May 7, 2009 / 3:09 PM / 8 years ago

WRAPUP 3-BCE, Telus wireless results hit by recession fallout

* BCE, Telus blame economy for denting wireless results

* Telus says wireless subscriber additions down 46 pct

* BCE says consumers using cellphones less amid recession (Adds Telus CEO comments)

By Wojtek Dabrowski

TORONTO, May 7 (Reuters) - Two of Canada’s biggest telecom companies warned on Thursday that recession is battering their key wireless businesses as consumers keep a tight rein on spending and use their mobile phones less.

In reporting first-quarter results, both BCE Inc (BCE.TO) -- Canada’s biggest telecom company -- and Telus Corp (T.TO) said that, on average, they are bringing in less revenue per wireless user each month. Both blamed the weak economy.

“I just think people in general are cutting back,” said Troy Crandall, an analyst at MacDougall, MacDougall & MacTier. “If they might have wanted that BlackBerry Storm, maybe they’re holding off for right now.”

Feature-rich smartphones like Research In Motion’s RIM.TO RIMM.O BlackBerry and Apple’s (AAPL.O) iPhone have been a crucial driver of profits for Canadian carriers like BCE, Telus and rival Rogers Communications Inc (RCIb.TO).

The trend stumbled in the first quarter as customers tightened their purse strings amid widespread layoffs, weak stock markets and general economic uncertainty.

Vancouver, British Columbia-based Telus, the country’s No. 2 telephone company, said new wireless subscriber additions dropped 46 percent to 48,000. Average monthly revenue for both prepaid and postpaid -- or longer-term -- users fell 5.6 percent to C$58.39 per wireless user, just as it had warned in April.

“It’s clear to me that the Telus organization on the wireless front is reflecting the rather severe impact of the very weak economy,” Chief Executive Darren Entwistle told reporters on Thursday. “We’re not in a predictable environment right now.”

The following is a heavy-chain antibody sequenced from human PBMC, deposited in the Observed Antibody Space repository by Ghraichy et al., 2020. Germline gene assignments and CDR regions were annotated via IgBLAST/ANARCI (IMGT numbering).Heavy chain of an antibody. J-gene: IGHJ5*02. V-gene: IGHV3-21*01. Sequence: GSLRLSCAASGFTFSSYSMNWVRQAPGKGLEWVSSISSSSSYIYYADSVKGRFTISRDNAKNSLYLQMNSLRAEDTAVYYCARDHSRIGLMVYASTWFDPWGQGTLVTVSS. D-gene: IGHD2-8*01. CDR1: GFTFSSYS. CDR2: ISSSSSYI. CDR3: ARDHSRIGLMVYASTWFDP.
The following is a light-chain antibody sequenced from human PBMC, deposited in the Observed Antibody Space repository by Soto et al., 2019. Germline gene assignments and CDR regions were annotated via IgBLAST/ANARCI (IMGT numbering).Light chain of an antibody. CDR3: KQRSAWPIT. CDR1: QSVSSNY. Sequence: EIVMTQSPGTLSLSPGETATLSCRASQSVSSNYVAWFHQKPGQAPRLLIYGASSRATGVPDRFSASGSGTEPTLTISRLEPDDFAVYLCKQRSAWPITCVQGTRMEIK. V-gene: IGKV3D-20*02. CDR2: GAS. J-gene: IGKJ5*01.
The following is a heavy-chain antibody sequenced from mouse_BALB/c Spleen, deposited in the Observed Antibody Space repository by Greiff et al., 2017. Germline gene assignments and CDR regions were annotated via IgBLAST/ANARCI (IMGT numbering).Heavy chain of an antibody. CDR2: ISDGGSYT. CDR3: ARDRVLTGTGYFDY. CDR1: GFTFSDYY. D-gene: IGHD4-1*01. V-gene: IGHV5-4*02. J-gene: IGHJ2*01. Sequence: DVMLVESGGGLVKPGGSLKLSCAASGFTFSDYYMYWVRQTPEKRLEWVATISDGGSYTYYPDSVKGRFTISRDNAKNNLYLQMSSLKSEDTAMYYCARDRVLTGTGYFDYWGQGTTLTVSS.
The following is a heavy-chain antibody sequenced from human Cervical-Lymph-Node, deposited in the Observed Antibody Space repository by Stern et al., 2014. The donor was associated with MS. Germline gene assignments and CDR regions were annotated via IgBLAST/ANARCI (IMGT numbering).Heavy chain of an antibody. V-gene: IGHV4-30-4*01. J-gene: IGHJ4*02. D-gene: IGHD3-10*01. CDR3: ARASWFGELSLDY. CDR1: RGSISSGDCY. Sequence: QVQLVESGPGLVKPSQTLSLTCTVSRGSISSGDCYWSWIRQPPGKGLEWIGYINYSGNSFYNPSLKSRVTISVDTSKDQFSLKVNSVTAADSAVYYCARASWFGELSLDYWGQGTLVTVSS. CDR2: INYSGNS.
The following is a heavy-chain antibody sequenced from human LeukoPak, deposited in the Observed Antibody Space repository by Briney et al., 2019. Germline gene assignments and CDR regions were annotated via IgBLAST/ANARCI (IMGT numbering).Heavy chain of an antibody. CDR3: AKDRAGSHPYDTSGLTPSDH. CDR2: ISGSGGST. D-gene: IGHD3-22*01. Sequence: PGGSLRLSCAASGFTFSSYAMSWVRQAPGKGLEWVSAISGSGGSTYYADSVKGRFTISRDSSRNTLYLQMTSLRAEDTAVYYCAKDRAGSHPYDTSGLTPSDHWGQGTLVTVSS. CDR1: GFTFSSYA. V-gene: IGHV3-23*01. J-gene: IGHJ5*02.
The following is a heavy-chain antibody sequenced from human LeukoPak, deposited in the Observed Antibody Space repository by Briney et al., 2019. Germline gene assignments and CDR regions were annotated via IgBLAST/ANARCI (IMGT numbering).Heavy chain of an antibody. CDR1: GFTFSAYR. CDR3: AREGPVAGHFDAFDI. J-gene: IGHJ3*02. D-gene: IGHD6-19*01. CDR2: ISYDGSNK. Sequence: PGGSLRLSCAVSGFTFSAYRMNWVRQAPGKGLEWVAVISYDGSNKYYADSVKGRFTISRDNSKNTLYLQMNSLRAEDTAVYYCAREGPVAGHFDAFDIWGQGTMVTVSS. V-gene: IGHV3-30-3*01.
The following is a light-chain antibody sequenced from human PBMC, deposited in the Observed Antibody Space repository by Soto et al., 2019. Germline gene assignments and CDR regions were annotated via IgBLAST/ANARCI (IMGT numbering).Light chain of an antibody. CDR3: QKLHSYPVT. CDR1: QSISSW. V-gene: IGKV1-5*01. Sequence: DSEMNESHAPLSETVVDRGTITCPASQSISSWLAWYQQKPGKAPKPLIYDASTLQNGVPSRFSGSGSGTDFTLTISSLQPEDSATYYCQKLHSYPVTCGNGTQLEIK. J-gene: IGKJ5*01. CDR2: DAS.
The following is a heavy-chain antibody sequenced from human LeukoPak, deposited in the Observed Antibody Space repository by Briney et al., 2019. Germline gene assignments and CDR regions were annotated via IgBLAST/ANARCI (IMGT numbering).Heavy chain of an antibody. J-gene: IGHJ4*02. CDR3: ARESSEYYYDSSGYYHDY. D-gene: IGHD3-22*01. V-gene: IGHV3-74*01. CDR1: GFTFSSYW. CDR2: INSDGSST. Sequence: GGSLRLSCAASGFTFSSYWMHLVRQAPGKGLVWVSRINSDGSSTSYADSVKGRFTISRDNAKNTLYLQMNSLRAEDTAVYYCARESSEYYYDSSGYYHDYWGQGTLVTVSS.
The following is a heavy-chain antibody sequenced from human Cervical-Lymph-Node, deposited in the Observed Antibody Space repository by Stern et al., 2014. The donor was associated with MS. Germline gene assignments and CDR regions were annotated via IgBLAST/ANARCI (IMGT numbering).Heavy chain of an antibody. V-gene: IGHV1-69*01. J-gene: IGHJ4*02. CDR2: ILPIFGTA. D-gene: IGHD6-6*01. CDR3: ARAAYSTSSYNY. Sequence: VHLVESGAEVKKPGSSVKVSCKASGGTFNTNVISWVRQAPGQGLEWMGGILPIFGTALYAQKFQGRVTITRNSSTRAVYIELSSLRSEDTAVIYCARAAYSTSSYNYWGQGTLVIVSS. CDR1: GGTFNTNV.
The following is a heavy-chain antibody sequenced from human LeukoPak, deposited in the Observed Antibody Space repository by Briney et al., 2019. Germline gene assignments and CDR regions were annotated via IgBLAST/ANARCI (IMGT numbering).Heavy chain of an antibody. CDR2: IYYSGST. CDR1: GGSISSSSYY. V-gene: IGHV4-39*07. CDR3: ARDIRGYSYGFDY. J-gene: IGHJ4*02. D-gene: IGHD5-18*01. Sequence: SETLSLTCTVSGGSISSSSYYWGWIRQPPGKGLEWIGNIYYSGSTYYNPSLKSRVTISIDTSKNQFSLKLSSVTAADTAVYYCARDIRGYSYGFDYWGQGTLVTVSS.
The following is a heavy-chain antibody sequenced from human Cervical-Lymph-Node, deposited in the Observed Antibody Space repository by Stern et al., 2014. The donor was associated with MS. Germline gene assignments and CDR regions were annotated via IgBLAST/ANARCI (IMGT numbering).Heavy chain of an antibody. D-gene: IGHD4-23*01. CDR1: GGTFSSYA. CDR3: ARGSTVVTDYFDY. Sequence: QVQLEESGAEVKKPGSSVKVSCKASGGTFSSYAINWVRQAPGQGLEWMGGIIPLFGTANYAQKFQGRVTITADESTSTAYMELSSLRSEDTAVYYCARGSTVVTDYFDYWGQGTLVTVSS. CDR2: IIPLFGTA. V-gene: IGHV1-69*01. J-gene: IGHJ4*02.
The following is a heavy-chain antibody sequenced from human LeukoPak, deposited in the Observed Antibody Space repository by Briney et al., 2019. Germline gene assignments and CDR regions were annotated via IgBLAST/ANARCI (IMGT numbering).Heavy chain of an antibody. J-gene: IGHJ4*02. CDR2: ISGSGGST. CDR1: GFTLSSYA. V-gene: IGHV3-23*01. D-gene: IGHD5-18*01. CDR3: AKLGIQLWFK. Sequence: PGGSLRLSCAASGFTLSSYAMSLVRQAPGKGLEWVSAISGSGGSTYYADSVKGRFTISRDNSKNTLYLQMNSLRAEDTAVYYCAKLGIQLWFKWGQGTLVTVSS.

The company also cut its 2009 earnings and revenue outlook, but its shares still rose 1.9 percent to C$31.21 on the Toronto Stock Exchange, as investors had already punished the stock at the time of the April warning.

BCE fared a little better on subscriber additions, adding 35,000 new postpaid users to its wireless network, up from 28,000 a year earlier.

However, average revenue per postpaid user fell 3 percent to C$62.34 a month, it said, also blaming the weak economy as well as aggressive pricing by discount brands.

The wireless results from Telus and BCE were in sharp contrast to the performance of rival and wireless market leader Rogers Communications Inc (RCIb.TO).

Last month Rogers reported adding 104,000 postpaid subscribers in the quarter. It also said average revenue per postpaid user held relatively steady at C$72.15 a month.

BCE ‘NOT IMMUNE’ TO ECONOMY

“We’re not immune,” BCE Chief Executive George Cope said of the economy during a conference call with analysts. The company’s shares fell 79 Canadian cents to C$25.28 on Thursday.

BCE’s quarterly revenue edged lower to C$4.34 billion ($3.7 billion) from C$4.36 billion a year earlier. At Telus, revenue crawled higher to C$2.37 billion from C$2.35 billion.

BCE said it earned C$406 million, or 48 Canadian cents a share, in the first quarter. That was up from a profit of C$289 million, or 32 Canadian cents, a year earlier.

The quarter also saw BCE book C$109 million in restructuring and other charges, which was less than the C$283 million a year earlier.

BCE also said it would buy the 50 percent of Virgin Mobile Canada that it doesn’t already own for C$142 million to further boost its mobile phone offering.

Telus said it earned C$322 million, or C$1.01 per share, in the three months ended March 31. That was up from a profit of C$292 million, or 90 Canadian cents, a year earlier.

The latest results included a C$62 million favorable tax adjustment, compared with C$17 million a year earlier, the company said.

Telus said it aimed to cut expenses further, and it boosted its estimate of 2009 restructuring costs to about C$125 million from between C$50 million to C$75 million previously.

$1=$1.17 Canadian Reporting by Wojtek Dabrowski; editing by Frank McGurty

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